Between and within-site comparisons of structural and physiological characteristics and foliar nutrient content of 14 tree species at a wet, fertile site and a dry, infertile site in Panama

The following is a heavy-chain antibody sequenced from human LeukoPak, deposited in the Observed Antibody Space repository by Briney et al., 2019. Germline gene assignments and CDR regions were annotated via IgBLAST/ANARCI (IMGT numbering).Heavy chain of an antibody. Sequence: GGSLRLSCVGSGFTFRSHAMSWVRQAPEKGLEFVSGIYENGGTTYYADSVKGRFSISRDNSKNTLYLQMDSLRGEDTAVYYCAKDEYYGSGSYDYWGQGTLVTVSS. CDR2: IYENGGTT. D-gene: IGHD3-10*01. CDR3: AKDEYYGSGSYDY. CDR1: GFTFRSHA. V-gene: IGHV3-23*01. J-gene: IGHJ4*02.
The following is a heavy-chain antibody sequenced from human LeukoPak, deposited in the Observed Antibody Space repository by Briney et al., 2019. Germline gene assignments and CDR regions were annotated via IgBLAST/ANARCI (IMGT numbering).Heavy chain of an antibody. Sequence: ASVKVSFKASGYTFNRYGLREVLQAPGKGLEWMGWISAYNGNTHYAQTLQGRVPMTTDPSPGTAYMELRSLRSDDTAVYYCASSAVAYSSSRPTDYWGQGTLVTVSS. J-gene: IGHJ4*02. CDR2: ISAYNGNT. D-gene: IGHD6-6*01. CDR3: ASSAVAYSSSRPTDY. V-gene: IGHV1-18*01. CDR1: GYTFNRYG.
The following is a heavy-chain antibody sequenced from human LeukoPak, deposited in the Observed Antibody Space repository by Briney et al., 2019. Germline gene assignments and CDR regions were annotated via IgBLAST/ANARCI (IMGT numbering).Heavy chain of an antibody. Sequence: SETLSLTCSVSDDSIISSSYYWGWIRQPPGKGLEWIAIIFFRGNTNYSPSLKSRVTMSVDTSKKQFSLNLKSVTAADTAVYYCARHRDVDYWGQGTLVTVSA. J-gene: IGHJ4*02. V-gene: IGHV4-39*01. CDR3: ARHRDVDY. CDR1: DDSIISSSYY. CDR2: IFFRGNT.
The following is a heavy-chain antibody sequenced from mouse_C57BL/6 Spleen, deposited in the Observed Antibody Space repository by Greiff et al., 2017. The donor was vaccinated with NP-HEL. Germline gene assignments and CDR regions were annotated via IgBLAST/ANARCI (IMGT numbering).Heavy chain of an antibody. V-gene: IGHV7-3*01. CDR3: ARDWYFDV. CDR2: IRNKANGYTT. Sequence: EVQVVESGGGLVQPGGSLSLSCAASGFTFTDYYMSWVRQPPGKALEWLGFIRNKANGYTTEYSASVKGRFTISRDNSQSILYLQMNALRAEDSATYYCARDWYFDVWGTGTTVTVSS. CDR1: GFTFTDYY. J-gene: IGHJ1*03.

Structural and physiological characteristics and foliar nutrient content of 14 tree species were evaluated at two sites, one being seasonally wet with relatively fertile soils and the other being seasonally dry with relatively infertile soils. Differences in environmental stress between these sites drove the resulting differences in structural and physiological characteristics and leaf nutrient content of the investigated tree species. At the wet site, trees were more productive as site conditions allowed for greater photosynthetic activity to occur. The growth of pioneer tree species such as Spondias mombin, Guazuma ulmifolia, and Luehea seemanni, correlated strongly with high water-use efficiency and large, low-density leaves. Tree species, especially N-fixing species such as Albizia adinocephala, Albizia guachapele, Enterolobium cyclocarpum, and Gliricidia sepium, adapted to the greater levels of environmental stress at the dry site with infertile soils by increasing their water-use efficiency. Species differences were also significant, indicating that certain species adapted physiologically and structurally to environmental stress. Tree productivity operated under different structural and physiological constraints at each site. Leaf mass area (LMA), foliar N, and leaf area index (LAI) best predicted massbased net photosynthetic capacity at the more fertile, wet site while foliar N was the best predictor of mass-based net photosynthetic capacity at the less fertile, dry site. Results from this study suggest the use of pioneer species at wet, fertile sites and N-fixing species at dry, infertile sites for restoration projects.